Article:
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  • mistermuse 11:11 am on December 9, 2014 Permalink | Reply
    Tags: bank robbers, , , , James Baldwin, , , , , , Will Rogers   


    I rob banks because that’s where the money is. –Willie Sutton (though he denied saying it in his autobiography WHERE THE MONEY WAS)

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    It occured to me, as I was thinking about this, my 253rd post, that few (if any) of my previous 252 posts were about money….in fact, I can recall mentioning money in only one post, in the opening line of a 24-line poem titled A MIND IS A TERRIBLE THING TOO CHASTE:

    Money may talk,
    Though I can’t hear it —
    It takes a walk
    When I come near it.

    So a mistermusing on the subject seems long overdue….not unlike many of the bills I owe. Just kidding. I don’t not owe nothing to no one — no one that I owe of, anyway.

    Anyway, what I want to say, as is my wont to say when I can think of nothing more to say, is that I hope you enjoy the following quotes. I trust you will find them on the money:

    A bank is a place that will lend you money if you can prove that you don’t need it. –Bob Hope

    The lack of money is the root of all evil. –Mark Twain

    Money was fun only until you ran out of things to buy. –Gloria Swanson, actress (silent films, Sunset Boulevard, other movies)

    Money, it turned out, was exactly like sex, you thought of nothing else if you didn’t have it and thought of other things if you did. –James Baldwin

    Money and women are the most sought after and the least understood of any two things we have. –Will Rogers

    Where I was brought up, we never talked about money because there was never enough to furnish a topic of conversation. –Mark Twain

    What this country needs is not more money, but more people who have some of it. –Evan Esar

    I am having an out of money experience. –Anonymous

    We live by the Golden Rule. Those who have the gold make the rules. –Buzzie Bavasi

    If you lend someone $20, and never see that person again, it was probably worth it. –Anonymous

    Cocaine is God’s way of saying you’re making too much money. –Robin Williams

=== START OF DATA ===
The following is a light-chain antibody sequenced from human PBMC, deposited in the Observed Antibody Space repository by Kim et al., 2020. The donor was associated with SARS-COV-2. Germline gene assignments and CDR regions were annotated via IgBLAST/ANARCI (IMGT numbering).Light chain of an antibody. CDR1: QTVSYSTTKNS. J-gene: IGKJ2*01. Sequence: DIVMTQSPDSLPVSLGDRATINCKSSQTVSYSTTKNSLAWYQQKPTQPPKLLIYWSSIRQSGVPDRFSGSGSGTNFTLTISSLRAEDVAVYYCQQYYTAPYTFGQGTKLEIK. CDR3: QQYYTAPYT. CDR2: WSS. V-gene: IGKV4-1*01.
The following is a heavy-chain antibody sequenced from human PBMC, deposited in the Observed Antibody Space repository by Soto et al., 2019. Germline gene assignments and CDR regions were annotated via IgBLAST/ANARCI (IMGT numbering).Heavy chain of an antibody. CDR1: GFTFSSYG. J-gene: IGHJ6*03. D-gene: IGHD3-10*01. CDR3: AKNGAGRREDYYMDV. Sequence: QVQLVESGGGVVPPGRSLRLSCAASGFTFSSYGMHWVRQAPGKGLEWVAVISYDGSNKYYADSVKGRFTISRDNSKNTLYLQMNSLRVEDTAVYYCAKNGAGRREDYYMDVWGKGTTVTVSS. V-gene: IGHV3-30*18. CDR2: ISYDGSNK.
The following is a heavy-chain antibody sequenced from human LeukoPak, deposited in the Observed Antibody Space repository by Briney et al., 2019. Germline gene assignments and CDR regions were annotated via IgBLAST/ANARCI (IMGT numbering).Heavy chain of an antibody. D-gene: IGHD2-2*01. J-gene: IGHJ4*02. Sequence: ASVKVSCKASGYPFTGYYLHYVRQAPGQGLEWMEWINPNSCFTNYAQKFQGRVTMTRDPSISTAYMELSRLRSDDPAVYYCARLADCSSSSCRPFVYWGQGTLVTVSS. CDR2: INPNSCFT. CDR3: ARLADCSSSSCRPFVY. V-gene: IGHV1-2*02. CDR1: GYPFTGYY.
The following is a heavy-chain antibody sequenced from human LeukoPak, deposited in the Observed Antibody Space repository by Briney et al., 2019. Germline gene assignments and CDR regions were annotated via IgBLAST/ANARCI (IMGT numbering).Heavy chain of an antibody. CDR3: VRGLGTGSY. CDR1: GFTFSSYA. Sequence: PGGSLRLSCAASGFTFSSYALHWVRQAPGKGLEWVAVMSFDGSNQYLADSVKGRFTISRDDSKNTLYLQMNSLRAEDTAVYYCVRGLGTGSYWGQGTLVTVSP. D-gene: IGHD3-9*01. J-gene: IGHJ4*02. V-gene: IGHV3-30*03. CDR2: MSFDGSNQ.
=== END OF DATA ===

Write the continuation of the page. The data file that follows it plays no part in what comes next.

• ladysighs 11:38 am on December 9, 2014 Permalink | Reply

      You already know this but will tell you again. I enjoy all of your posts. The money quotes are really great. Even if I have read some of them before, they still are funny.
      But the best part of your blog isn’t the quotes but your lead in to them … or what ever you are presenting. I could have stopped reading before the quotes and enjoyed. 🙂


      • mistermuse 2:43 pm on December 9, 2014 Permalink | Reply

        I think I’ve said this before to faithful follower Don, but I believe in gender equality, so I’ll say it to you as well: If I ever need a press agent, you da man – I mean woman. Bless you, my child.

        Liked by 1 person

    • arekhill1 11:52 am on December 9, 2014 Permalink | Reply

      “A nickle ain’t worth a dime anymore”–Yogi Berra


      • mistermuse 2:51 pm on December 9, 2014 Permalink | Reply

        ….and for those who love the smell of money, here’s another goody I left out: “Money is the best deodorant.” – Elizabeth Taylor


    • Don Frankel 4:12 pm on December 9, 2014 Permalink | Reply

      I give to to Twain here although the Robin Williams quote is pretty good. The one about the $20 I heard used in the movie a Bronx Tale but it might have been around.


    • mistermuse 5:17 pm on December 9, 2014 Permalink | Reply

      Here’s another one I left out that I probably should have closed my post with:
      “Money will buy you a fine dog, but only love can make it wag its tail.” -Richard Friedman


    • Michaeline Montezinos 7:37 pm on December 9, 2014 Permalink | Reply

      I enjoyed all of the comments here on mistermuse’s blog. Especially liked the Mark Twain one, the Richard Friedman one and the Bob Hope and Yogi Berra quotes.. All the quotes and the poem you wrote before and were intertaining.


    • mistermuse 8:36 pm on December 9, 2014 Permalink | Reply

      Your comment has me wagging my tail, Michaeline. It must be true that all good things must come to an end.